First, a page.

Sir Thomas Edmonds (1563 – 20 September 1639) was a diplomat and politician.
Edmonds was the fifth son of another Thomas Edmonds, who was the Customer of the ports of Plymouth and Fowey, and of Joan daughter of Anthony Delbere of Sherborne in Dorset. He is said to have been introduced at court by another namesake, Sir Thomas Edmonds, Comptroller of the household to Queen Elizabeth, where he received the rudiments of a political education from Sir Francis Walsingham.
In 1592, the queen appointed Edmonds as her agent in France in the affairs of the king of Navarre and the Protestants, in which he continued until 1596, when the queen appointed him her secretary of the French tongue. He then returned to Paris in 1597. In 1597 he was elected as Member of Parliament for Chippenham, but the seat was occupied by a proxy, as he was abroad. In 1600, he was the queen's resident at Brussels, and one of the commissioners for the peace conference at Boulogne-sur-Mer. In 1601, he was appointed a clerk of the Privy Council, but returned to Paris as minister soon after. He was elected MP for Liskeard in 1601.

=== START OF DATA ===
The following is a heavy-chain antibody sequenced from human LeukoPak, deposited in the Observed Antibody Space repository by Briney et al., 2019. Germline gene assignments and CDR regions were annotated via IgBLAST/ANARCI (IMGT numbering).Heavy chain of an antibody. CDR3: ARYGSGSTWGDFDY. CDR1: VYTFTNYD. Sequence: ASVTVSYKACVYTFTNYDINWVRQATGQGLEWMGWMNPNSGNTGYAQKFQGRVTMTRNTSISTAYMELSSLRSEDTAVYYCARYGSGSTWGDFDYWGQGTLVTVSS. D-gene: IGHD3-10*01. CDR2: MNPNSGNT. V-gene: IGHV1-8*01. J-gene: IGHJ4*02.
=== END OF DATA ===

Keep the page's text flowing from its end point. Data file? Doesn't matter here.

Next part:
James I knighted him in 1603. In 1604, he was sent as ambassador to the Emperor. Soon after, and while abroad, he was also granted reversion to the office of Clerk of the Crown and elected as Member of Parliament for Wilton. He returned to Brussels in 1609 and was then from 1610 ambassador to France for seven years.
In 1616, he was appointed Comptroller and in 1618 Treasurer of the Royal Household, a post that he held until his death. He was elected as Member for Bewdley in 1621, for Chichester in February 1624, for Oxford University in Charles I's first Parliament in 1625 and for Penrhyn in 1628. His final diplomatic service was to return as a special ambassador to France in 1629 to ratify a treaty.
On his return he retired to the manor of Albyns in Essex, which had been inherited by his wife Magdalen, daughter and coheir of Sir John Wood, Clerk of the Signet. He employed Inigo Jones to build him a mansion there. He had one son, Sir Henry Edmonds, K.B. and three daughters, of whom Isabella married Henry, Lord De La Warr and Frances married Robert Mildmay, an ancestor of the Lords FitzWalter.
- J. Palmer, A Biographical History of England (1824), 86-7.
- M. Greengrass, ‘Edmonds, Sir Thomas (d. 1639)’, Oxford Dictionary of National Biography, Oxford University Press, Sept 2004; online edn, Jan 2008 , accessed 12 Jan 2009
- "EDMONDS, Thomas (c.1563-1639), of Albyns, Romford, Essex and Holborn, London.". History of Parliament Online. Retrieved 28 December 2011.